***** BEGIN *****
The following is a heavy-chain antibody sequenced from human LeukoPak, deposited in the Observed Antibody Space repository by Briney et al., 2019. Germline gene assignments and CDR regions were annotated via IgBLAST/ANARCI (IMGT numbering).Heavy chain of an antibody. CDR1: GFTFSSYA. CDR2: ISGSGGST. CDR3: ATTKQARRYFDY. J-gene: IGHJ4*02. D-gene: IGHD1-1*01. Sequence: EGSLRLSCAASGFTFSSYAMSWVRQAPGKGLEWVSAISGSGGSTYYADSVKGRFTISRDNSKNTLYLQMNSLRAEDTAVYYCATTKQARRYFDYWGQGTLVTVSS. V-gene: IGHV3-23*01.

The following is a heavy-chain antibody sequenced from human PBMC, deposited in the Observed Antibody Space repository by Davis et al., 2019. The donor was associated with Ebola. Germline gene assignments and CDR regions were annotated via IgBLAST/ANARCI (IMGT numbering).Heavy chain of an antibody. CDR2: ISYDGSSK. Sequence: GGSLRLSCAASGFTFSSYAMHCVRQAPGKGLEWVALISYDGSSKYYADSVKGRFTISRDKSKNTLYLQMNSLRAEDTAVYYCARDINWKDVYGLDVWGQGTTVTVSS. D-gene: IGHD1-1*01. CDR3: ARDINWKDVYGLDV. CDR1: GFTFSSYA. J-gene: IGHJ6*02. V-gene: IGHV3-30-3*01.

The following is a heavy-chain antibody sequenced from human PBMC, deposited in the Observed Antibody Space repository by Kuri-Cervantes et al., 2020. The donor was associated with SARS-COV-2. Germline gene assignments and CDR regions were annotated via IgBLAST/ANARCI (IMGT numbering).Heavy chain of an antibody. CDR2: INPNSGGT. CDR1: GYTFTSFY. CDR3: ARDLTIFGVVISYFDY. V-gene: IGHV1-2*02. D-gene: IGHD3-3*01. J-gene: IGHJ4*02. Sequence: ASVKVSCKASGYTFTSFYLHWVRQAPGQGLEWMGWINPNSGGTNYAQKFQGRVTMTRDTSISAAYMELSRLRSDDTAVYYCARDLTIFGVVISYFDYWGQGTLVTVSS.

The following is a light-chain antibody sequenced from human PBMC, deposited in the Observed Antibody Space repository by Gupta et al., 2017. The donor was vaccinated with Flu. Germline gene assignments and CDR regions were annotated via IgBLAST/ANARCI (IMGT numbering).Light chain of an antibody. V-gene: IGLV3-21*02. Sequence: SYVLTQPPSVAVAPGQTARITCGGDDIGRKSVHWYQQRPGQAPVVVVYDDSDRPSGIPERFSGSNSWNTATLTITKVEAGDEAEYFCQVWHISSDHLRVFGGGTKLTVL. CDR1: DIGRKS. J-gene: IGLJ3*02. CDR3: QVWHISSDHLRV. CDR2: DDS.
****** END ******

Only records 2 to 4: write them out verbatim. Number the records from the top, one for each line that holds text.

The following is a heavy-chain antibody sequenced from human PBMC, deposited in the Observed Antibody Space repository by Davis et al., 2019. The donor was associated with Ebola. Germline gene assignments and CDR regions were annotated via IgBLAST/ANARCI (IMGT numbering).Heavy chain of an antibody. CDR2: ISYDGSSK. Sequence: GGSLRLSCAASGFTFSSYAMHCVRQAPGKGLEWVALISYDGSSKYYADSVKGRFTISRDKSKNTLYLQMNSLRAEDTAVYYCARDINWKDVYGLDVWGQGTTVTVSS. D-gene: IGHD1-1*01. CDR3: ARDINWKDVYGLDV. CDR1: GFTFSSYA. J-gene: IGHJ6*02. V-gene: IGHV3-30-3*01.

The following is a heavy-chain antibody sequenced from human PBMC, deposited in the Observed Antibody Space repository by Kuri-Cervantes et al., 2020. The donor was associated with SARS-COV-2. Germline gene assignments and CDR regions were annotated via IgBLAST/ANARCI (IMGT numbering).Heavy chain of an antibody. CDR2: INPNSGGT. CDR1: GYTFTSFY. CDR3: ARDLTIFGVVISYFDY. V-gene: IGHV1-2*02. D-gene: IGHD3-3*01. J-gene: IGHJ4*02. Sequence: ASVKVSCKASGYTFTSFYLHWVRQAPGQGLEWMGWINPNSGGTNYAQKFQGRVTMTRDTSISAAYMELSRLRSDDTAVYYCARDLTIFGVVISYFDYWGQGTLVTVSS.

The following is a light-chain antibody sequenced from human PBMC, deposited in the Observed Antibody Space repository by Gupta et al., 2017. The donor was vaccinated with Flu. Germline gene assignments and CDR regions were annotated via IgBLAST/ANARCI (IMGT numbering).Light chain of an antibody. V-gene: IGLV3-21*02. Sequence: SYVLTQPPSVAVAPGQTARITCGGDDIGRKSVHWYQQRPGQAPVVVVYDDSDRPSGIPERFSGSNSWNTATLTITKVEAGDEAEYFCQVWHISSDHLRVFGGGTKLTVL. CDR1: DIGRKS. J-gene: IGLJ3*02. CDR3: QVWHISSDHLRV. CDR2: DDS.